Via: Future of StoryTelling
Streamed live on 8 Apr 2015
Bryan Delaney joins FoST Founder Charlie Melcher to discuss the four things every story needs to elevate it to the next level.
All good stories are built using just four fundamental storytelling building blocks. Playwright, screenwriter, dramaturg, and script doctor Bryan Delaney has led workshops based on these four key points, including one at the 2014 FoST summit. By paring down stories and taking a look at their core elements, it’s possible to build a checklist of tenets around which to build stories and brands.
Pixar’s 22 Rules of Storytelling.
Originally tweeted by Pixar storyboard artist Emma Coats but produced into a free e-Book by her fellow staff colleague Stephan Bugaj, this eBook ‘expounds’ on each topic in detail. It is not actually Pixar’s rule book of storytelling, but a compilation of some ways in which staff at Pixar have formulated and developed their stories over the years.
Storytelling The Stillmotion Way: Part 1
Via the site: “As a storyteller you have the opportunity to connect with your audience on a very deep level, to make people feel, think, and act — but only if you do it right! Storytelling may seem simple, and in a way it is. Some very basic principles are at the basis of it all. It’s remembering these principles and making every decision, from pre- to post-production, based on them, that is the key to great storytelling.”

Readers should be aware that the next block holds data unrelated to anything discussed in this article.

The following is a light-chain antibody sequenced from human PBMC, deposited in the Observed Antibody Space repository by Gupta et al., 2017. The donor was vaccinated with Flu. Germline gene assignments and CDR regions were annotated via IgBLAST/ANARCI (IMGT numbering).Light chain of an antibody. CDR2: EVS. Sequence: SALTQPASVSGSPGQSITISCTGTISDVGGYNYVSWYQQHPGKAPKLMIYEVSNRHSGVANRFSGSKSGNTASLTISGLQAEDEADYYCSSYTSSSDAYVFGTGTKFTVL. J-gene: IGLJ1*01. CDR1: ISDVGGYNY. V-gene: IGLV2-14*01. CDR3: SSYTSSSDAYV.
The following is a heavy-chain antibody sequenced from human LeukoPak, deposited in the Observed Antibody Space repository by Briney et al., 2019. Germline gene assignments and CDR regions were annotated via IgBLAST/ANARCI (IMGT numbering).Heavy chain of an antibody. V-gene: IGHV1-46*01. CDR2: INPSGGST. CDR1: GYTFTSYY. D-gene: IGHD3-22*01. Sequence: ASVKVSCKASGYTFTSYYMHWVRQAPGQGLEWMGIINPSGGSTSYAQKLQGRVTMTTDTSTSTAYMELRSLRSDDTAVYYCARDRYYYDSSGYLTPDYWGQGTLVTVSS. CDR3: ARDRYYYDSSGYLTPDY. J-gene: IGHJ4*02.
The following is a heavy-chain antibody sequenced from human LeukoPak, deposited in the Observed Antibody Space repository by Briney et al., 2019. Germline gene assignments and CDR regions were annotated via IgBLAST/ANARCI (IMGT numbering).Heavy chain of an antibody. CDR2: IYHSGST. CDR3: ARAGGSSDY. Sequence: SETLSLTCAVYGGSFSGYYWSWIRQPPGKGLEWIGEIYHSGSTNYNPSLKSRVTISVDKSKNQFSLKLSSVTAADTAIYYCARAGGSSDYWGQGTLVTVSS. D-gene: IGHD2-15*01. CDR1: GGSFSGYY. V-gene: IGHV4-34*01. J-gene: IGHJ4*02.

Source: Still Motion
Storytelling The Stillmotion Way: Part 2
Via the site: “Today Patrick and his team will be discussing pre-production, and how they use research to develop keywords to guide the production. From conducting pre-interviews, to scouting locations, to developing conflict and story, these keywords will help you develop the four P’s of storytelling — People, Place, Plot, and Purpose — that we discussed in the last segment.”
Source: Still Motion
Storytelling The Stillmotion Way: Part 3
Via the site: “A storyboard is a way to organize and visually represent the main shots of your film.
-Making a storyboard allows you to be more thoughtful aboutcomposition, lens choices, and transitions and to be prepared for the big day.
-In addition, it’s helpful to share a storyboard with clients and your crew in order to let others involved in on your vision, to promote discussion and generate feedback. Sometimes a full storyboard isn’t necessary, and a shot list might be better.”
Storytelling The Stillmotion Way: Part 4
Here the Stillmotion team take you through their 4 Ps: People, Plot, Place, Final Prep.
(view a short ‘story’ based on the 4 Ps here)